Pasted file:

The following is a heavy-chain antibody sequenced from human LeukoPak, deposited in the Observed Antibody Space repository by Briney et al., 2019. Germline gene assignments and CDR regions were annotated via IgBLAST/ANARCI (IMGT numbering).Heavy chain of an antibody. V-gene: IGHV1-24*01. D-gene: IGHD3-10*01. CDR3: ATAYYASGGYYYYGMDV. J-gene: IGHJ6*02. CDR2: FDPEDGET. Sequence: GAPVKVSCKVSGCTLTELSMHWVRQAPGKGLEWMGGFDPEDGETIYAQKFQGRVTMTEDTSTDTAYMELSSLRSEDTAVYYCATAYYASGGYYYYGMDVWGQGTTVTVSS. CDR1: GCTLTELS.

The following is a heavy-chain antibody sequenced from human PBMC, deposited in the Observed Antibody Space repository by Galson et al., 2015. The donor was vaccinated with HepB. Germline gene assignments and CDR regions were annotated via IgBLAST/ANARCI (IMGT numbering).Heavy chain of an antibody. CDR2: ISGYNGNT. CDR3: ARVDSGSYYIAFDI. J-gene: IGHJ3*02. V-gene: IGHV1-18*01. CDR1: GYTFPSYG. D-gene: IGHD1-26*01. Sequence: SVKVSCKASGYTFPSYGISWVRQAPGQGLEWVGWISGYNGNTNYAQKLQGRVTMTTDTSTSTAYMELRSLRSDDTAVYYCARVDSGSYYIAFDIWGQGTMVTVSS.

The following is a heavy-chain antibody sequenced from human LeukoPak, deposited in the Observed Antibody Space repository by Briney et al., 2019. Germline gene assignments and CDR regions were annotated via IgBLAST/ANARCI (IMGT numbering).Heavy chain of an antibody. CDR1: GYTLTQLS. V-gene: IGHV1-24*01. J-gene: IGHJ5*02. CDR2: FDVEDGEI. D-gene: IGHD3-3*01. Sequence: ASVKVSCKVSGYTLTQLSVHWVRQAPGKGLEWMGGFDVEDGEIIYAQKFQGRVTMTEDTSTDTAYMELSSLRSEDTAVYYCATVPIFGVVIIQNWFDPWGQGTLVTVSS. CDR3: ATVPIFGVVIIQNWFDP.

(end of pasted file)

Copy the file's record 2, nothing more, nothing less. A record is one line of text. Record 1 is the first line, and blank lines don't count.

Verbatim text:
The following is a heavy-chain antibody sequenced from human PBMC, deposited in the Observed Antibody Space repository by Galson et al., 2015. The donor was vaccinated with HepB. Germline gene assignments and CDR regions were annotated via IgBLAST/ANARCI (IMGT numbering).Heavy chain of an antibody. CDR2: ISGYNGNT. CDR3: ARVDSGSYYIAFDI. J-gene: IGHJ3*02. V-gene: IGHV1-18*01. CDR1: GYTFPSYG. D-gene: IGHD1-26*01. Sequence: SVKVSCKASGYTFPSYGISWVRQAPGQGLEWVGWISGYNGNTNYAQKLQGRVTMTTDTSTSTAYMELRSLRSDDTAVYYCARVDSGSYYIAFDIWGQGTMVTVSS.